January 7, 2010


Donald B. Hawthorne

Thomas Sowell:

...It may seem strange that so many people of great intellect have said and done so many things whose consequences ranged from counterproductive to catastrophic. Yet it is not so surprising when we consider whether anybody has ever had the range of knowledge required to make the sweeping kinds of decisions that so many intellectuals are prone to make, especially when they pay no price for being wrong.

Intellectuals and their followers have often been overly impressed by the fact that intellectuals tend, on average, to have more knowledge than other individuals in their society. What they have overlooked is that intellectuals have far less knowledge than the total knowledge possessed by the millions of other people whom they disdain and whose decisions they seek to override.

We have had to learn the consequences of elite preemption the hard way — and many of us have yet to learn that lesson.

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Intellectuals should be differentiated from intelligent people whom do useful things,like scientists,physicians,inventors,and entrepeneurs.
Intellectuals are generally cloistered in a cozy world of academia,and can be found in such utterly useless "disciplines"as ethics,philosphy,criticism(of art and literature which they themselves can't produce)and political theorizing.
They don't operate in the real world,but unfortunately when they are listened to,they can totally screw up the real world.

Posted by: joe bernstein at January 7, 2010 9:41 AM

Excellent points, Joe. So called intellectuals also suffer from a dearth of common sense, a prerequisite of which life in the real world requires. I worked primarily with academicians in medicine in my previous work life. For the most part, their social skills were appallingly lacking. It is a rare bird, indeed, who is a true intellectual, socially adept, and has common sense.

Posted by: MadMom at January 7, 2010 9:52 AM

Joe, if you read the entire two-part article by Sowell, available at townhall.com, you will see that he makes exactly that distinction.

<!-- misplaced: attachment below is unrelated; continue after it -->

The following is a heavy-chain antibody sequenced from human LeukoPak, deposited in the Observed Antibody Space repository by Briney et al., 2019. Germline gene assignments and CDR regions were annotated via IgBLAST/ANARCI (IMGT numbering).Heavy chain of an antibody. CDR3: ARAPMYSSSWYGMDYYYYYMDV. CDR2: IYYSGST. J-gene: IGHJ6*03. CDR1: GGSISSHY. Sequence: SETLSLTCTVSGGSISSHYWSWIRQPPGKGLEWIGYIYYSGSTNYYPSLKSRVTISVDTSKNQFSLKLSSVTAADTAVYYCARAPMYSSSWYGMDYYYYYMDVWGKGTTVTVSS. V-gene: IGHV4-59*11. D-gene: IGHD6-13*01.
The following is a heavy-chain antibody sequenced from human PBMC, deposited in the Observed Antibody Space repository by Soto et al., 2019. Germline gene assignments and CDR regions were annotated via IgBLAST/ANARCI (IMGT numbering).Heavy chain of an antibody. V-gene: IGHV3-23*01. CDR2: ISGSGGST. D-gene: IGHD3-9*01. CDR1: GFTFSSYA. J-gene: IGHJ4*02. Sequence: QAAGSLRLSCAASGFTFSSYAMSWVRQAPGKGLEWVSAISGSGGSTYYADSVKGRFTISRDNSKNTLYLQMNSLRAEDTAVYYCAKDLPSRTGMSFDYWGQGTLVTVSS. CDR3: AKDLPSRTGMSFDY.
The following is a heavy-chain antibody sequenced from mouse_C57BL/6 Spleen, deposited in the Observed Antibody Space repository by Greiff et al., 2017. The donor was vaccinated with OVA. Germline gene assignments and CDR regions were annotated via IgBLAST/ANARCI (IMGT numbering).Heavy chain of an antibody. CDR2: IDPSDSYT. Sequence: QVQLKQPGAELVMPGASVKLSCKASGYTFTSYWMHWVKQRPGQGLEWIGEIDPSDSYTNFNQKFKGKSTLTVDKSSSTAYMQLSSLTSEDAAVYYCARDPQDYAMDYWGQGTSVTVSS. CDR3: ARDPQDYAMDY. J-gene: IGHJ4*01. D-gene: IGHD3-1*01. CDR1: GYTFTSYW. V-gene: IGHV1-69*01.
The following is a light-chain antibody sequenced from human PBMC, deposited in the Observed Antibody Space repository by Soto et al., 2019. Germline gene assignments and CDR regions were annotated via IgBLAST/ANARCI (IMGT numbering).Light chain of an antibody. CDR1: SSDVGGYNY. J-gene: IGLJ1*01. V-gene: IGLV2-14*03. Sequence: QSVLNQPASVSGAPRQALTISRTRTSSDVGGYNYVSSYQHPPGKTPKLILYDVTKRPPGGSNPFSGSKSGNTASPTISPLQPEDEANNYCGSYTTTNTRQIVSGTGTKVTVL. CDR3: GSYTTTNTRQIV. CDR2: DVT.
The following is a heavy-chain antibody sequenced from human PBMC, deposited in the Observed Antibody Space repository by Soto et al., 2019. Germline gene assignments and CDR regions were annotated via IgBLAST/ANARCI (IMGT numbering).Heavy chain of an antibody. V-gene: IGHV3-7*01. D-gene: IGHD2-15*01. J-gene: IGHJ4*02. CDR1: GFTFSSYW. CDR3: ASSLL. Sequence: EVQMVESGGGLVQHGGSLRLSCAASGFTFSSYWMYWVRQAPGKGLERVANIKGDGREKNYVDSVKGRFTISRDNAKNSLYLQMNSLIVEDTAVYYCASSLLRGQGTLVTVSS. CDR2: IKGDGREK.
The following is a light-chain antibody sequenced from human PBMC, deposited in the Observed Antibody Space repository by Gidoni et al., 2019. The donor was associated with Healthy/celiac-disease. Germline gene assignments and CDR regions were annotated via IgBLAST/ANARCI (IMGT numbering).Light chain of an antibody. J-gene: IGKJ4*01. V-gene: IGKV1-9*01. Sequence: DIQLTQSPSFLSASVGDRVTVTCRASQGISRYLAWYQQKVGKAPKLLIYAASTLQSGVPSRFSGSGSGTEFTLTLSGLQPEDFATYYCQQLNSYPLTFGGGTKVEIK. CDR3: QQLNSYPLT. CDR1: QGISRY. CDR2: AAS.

Posted by: BobN at January 7, 2010 10:21 AM

Sowell is most certainly alluding to what FA Hayek described as the "Fatal Conceit" in his book on the "Errors of Socialism".


Like Sowell's piece, the book completely explains why central planners have the audacity to believe they can design comprehensive systems of any type that would be more equitable and efficient than what price signals accomplish automatically.

Since reading it, I have never been surprised when meeting anyone who falls into that trap. Executives, business owners, politicians, academics or whatever (including myself on occasion).

Posted by: Roland at January 7, 2010 10:40 AM

I was so lucky that when I took my degree in Criminal Justice at John Jay College,the professors were virtually all people who had spent many years actually in "hands on" occupations related to the subjects they taught.
I was able to learn a great deal-considering most of the students were in law enforcement or firefighting,it was a good milieu all the way around.

Posted by: joe bernstein at January 7, 2010 11:03 AM

"I should sooner live in a society governed by the first two thousand names in the Boston telephone directory than in a society governed by the two thousand faculty members of Harvard University." - William F. Buckley, Jr.

Most of my law professors were absolutely brilliant people who were completely out of touch with reality. While I respected their expertise, and many of them were well-meaning people, it became abundantly clear that most of them could not possibly have survived in the real world. Sometimes I wake up in a cold sweat after dreaming about a world in which academics set public policy, then I realize that I already live in one.

Central planning is fatally flawed economic policy because only billions of individual actors have the nuanced first-hand knowledge of their own real needs and the needs of their own communities. Any top-down approach will leave a large portion of society out in the cold and reach an inefficient result by definition.

Posted by: Dan at January 7, 2010 12:22 PM

Here is a great interview with Sowell on the subject. He also has a new book called "Intellects and Society."


Posted by: Adam at January 7, 2010 3:25 PM
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